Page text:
In both the real world and the filmic world, six years have passed between adventures for Wreck It Ralph‘s titular character (John C. Reilly) and his pint-sized bestie, Vanellope (Sarah Silverman). It hardly matters whether viewers retain any specifics about the duo’s first outing; although Ralph offers a brief recap, audiences need only recall that friendship is the defining aspect of their relationship, so much so that Vanellope had the words “You’re My Hero” emblazoned on a commemorative medal that Ralph wears around his neck.
In the years since their 2012 adventure, stagnant repetition has set in. For Ralph, the reliability and consistency of the same daily sequence of events is ideal; for Vanellope, however, the appeal has worn off. In an effort to give his bestie an exciting experience, Ralph crafts a new race track in her arcade game Sugar Rush. Unfortunately Vanellope’s agency conflicts with the desire of the human girl playing the game and in the resulting chaos, the game’s steering wheel is broken. A quick Internet search reveals that the one-of-a-kind item is only available on eBay for a costly sum that the store’s owner Mr. Litwak (Ed O’Neill) is unwilling to pay. With the threat of homelessness looming, Ralph and Vanellope must venture into the unknown realm known as the Internet in order to procure the wheel and restore Sugar Rush before Litwak sells the game for scrap.
This new adventure, written by Phil Johnston and Pamela Ribon and co-directed by Johnston and Rich Moore, opens up even more storytelling possibilities than the limited arcade game setting of the first film. Just like many of the Pixar films, adults will no doubt appreciate the (corporate branding) comedy more than kids, but for the most part Ralph Breaks The Internet remains firmly entrenched in family friendly territory.
The candy coloured world of the Internet is visually represented by an endless skyscraper city populated by squat, square headed avatars of people (if you squint, they kind of resemble Funko Pops). Companies are embodied by their logos or obvious visual signifiers (a warehouse of auction items for eBay, a large tree full of little blue birds for Twitter, an enormous pin for Pinterest, etc). One of the strangest elements is the intermingling of both real and fictitious companies; aforementioned Pinterest gets a major plug in the film’s climactic set piece while made-up company BuzzzTube, a combination of Instagram and YouTube, dominates the film’s narrative.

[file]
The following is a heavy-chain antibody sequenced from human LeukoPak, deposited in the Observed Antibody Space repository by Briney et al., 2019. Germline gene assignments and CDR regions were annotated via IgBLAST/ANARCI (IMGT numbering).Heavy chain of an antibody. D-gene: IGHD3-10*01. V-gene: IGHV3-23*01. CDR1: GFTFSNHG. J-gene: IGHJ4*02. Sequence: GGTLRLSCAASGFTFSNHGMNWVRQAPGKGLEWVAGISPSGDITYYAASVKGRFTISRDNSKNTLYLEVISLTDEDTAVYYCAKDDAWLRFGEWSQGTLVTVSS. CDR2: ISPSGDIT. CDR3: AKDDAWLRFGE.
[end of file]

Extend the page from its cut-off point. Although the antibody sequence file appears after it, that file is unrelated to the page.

The largesse of the internet allows the production to greatly expand both its narrative and its satirical targets. After their eBay bid for the Sugar Rush wheel goes disastrously wrong, leaving them with an outstanding bill of nearly $28K, Ralph and Vanellope must find a quick way to drum up some cash. Their attempts to do so drives the remainder of the film, which takes aim at spam ads, personality quizzes, product placement, viruses, memes, gaming and, yes, even trolls. How well some of this content will age is uncertain (were bee puns really a thing…or will they become a thing?), but for the most part the observations on Internet culture are on point, even if they hue a little simplistic and obvious.
Along the way Ralph and Vanellope encounter a diverse range of vibrant characters, including BuzzzTube analytics maestro Yesss (Taraji P. Henson – clearly having a ball), Dark Web underlord Double Dan (Alfred Molina) and independent search engine Mr. KnowsMore (Alan Tudyk). The most significant character is racer Shank (Gal Gadot), a confident, independent leader of a Grand Theft Auto-inspired racing game called Slaughter Race who prompts Vanellope to reconsider her life goals, thereby widening the rift between the little girl and Ralph.
At 112 minutes, Ralph Breaks The Internet is a smidge too long. By the time that the third act conflict has escalated to a crisis of friendship, things feel ready to wrap up. Unfortunately this is when the film’s Checkov title comes into play and Ralph goes into action overdrive, which includes an extended chase sequence and homage to a giant classical Hollywood ape that hits the necessary, albeit familiar character beats that children’s films tend to focus on.
Thankfully the conclusion features the return of the film’s secret weapon: the Disney princesses (Anna and Elsa, Ariel, Aurora, Belle, Cinderella, Jasmine, Moana, Mulan, Pocahontas, Snow White, and Tiana — all voiced by the original performers, save Snow White). The revisionist interpretation of these classic characters may evoke comparisons to later Shrek films, but Johnston and Ribon are savvy in their discrete, smart use of the Mouse House’s invaluable properties. The fact that these characters provide some of the films greatest laughs doesn’t hurt, either.
Overall, Ralph Breaks The Internet is solid family entertainment with wide appeal to both kids and parents. The film’s perspective on the Internet is a little simplistic and familiar, but it is also visually dazzling and often quite humourous. As expected Ralph is at its best when it focuses on universal themes of friendship and growing up, both of which are handled in heartfelt and surprisingly mature ways. In a world that frequently feels constructed on doom and gloom narratives, an endearing story about the value and importance of friendship feels both timely and welcome.